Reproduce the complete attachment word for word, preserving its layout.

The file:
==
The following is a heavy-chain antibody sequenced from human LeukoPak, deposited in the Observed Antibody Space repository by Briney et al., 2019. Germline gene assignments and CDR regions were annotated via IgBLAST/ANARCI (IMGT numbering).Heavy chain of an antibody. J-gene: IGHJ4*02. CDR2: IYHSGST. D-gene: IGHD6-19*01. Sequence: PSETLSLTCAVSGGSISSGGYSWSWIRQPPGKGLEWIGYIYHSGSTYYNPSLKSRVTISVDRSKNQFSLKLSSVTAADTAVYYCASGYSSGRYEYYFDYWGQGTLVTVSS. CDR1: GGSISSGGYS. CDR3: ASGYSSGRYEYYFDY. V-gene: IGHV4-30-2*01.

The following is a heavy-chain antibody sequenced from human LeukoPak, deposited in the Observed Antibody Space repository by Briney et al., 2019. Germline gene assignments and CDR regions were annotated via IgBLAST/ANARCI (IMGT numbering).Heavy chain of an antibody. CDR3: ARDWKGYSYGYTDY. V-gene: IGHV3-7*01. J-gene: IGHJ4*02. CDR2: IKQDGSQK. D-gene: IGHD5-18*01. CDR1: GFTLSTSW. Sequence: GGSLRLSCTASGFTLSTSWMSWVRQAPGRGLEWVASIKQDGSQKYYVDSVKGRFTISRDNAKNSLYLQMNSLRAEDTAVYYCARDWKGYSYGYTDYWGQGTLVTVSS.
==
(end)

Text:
The following is a heavy-chain antibody sequenced from human LeukoPak, deposited in the Observed Antibody Space repository by Briney et al., 2019. Germline gene assignments and CDR regions were annotated via IgBLAST/ANARCI (IMGT numbering).Heavy chain of an antibody. J-gene: IGHJ4*02. CDR2: IYHSGST. D-gene: IGHD6-19*01. Sequence: PSETLSLTCAVSGGSISSGGYSWSWIRQPPGKGLEWIGYIYHSGSTYYNPSLKSRVTISVDRSKNQFSLKLSSVTAADTAVYYCASGYSSGRYEYYFDYWGQGTLVTVSS. CDR1: GGSISSGGYS. CDR3: ASGYSSGRYEYYFDY. V-gene: IGHV4-30-2*01.

The following is a heavy-chain antibody sequenced from human LeukoPak, deposited in the Observed Antibody Space repository by Briney et al., 2019. Germline gene assignments and CDR regions were annotated via IgBLAST/ANARCI (IMGT numbering).Heavy chain of an antibody. CDR3: ARDWKGYSYGYTDY. V-gene: IGHV3-7*01. J-gene: IGHJ4*02. CDR2: IKQDGSQK. D-gene: IGHD5-18*01. CDR1: GFTLSTSW. Sequence: GGSLRLSCTASGFTLSTSWMSWVRQAPGRGLEWVASIKQDGSQKYYVDSVKGRFTISRDNAKNSLYLQMNSLRAEDTAVYYCARDWKGYSYGYTDYWGQGTLVTVSS.